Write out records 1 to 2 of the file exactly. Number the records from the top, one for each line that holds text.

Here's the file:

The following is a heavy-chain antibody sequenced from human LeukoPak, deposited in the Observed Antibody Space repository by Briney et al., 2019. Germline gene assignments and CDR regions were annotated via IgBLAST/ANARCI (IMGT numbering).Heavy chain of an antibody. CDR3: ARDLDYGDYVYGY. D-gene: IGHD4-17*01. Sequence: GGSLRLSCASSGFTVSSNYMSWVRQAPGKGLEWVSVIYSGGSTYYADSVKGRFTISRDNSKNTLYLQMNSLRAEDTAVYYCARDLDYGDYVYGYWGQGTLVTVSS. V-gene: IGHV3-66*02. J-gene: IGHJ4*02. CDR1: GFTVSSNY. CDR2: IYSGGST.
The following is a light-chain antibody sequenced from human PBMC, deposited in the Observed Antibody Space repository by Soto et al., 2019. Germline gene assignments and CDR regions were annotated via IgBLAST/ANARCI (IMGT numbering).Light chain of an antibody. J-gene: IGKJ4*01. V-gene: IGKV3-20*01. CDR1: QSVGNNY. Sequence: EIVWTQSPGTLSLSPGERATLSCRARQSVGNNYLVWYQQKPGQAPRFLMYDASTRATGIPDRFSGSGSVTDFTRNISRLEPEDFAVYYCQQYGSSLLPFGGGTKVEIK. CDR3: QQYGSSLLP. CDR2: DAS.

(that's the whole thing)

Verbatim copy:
The following is a heavy-chain antibody sequenced from human LeukoPak, deposited in the Observed Antibody Space repository by Briney et al., 2019. Germline gene assignments and CDR regions were annotated via IgBLAST/ANARCI (IMGT numbering).Heavy chain of an antibody. CDR3: ARDLDYGDYVYGY. D-gene: IGHD4-17*01. Sequence: GGSLRLSCASSGFTVSSNYMSWVRQAPGKGLEWVSVIYSGGSTYYADSVKGRFTISRDNSKNTLYLQMNSLRAEDTAVYYCARDLDYGDYVYGYWGQGTLVTVSS. V-gene: IGHV3-66*02. J-gene: IGHJ4*02. CDR1: GFTVSSNY. CDR2: IYSGGST.
The following is a light-chain antibody sequenced from human PBMC, deposited in the Observed Antibody Space repository by Soto et al., 2019. Germline gene assignments and CDR regions were annotated via IgBLAST/ANARCI (IMGT numbering).Light chain of an antibody. J-gene: IGKJ4*01. V-gene: IGKV3-20*01. CDR1: QSVGNNY. Sequence: EIVWTQSPGTLSLSPGERATLSCRARQSVGNNYLVWYQQKPGQAPRFLMYDASTRATGIPDRFSGSGSVTDFTRNISRLEPEDFAVYYCQQYGSSLLPFGGGTKVEIK. CDR3: QQYGSSLLP. CDR2: DAS.